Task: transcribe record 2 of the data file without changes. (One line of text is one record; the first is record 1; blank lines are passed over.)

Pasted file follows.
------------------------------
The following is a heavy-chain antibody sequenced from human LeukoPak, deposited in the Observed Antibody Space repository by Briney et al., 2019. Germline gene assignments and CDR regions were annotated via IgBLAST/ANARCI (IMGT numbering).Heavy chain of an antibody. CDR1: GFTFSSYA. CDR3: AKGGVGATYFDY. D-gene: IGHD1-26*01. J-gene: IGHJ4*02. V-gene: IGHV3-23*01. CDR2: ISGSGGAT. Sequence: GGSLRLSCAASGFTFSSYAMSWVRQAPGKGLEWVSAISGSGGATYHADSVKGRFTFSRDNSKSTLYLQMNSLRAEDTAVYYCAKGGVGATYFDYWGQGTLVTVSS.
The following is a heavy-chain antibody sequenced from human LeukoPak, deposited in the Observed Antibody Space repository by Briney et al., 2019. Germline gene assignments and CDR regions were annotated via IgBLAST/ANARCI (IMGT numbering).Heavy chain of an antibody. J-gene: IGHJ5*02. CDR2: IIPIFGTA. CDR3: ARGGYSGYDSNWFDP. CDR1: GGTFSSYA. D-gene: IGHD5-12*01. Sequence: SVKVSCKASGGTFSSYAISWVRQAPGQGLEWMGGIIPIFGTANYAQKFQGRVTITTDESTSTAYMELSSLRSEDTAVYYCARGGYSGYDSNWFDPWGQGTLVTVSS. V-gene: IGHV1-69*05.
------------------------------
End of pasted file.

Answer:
The following is a heavy-chain antibody sequenced from human LeukoPak, deposited in the Observed Antibody Space repository by Briney et al., 2019. Germline gene assignments and CDR regions were annotated via IgBLAST/ANARCI (IMGT numbering).Heavy chain of an antibody. J-gene: IGHJ5*02. CDR2: IIPIFGTA. CDR3: ARGGYSGYDSNWFDP. CDR1: GGTFSSYA. D-gene: IGHD5-12*01. Sequence: SVKVSCKASGGTFSSYAISWVRQAPGQGLEWMGGIIPIFGTANYAQKFQGRVTITTDESTSTAYMELSSLRSEDTAVYYCARGGYSGYDSNWFDPWGQGTLVTVSS. V-gene: IGHV1-69*05.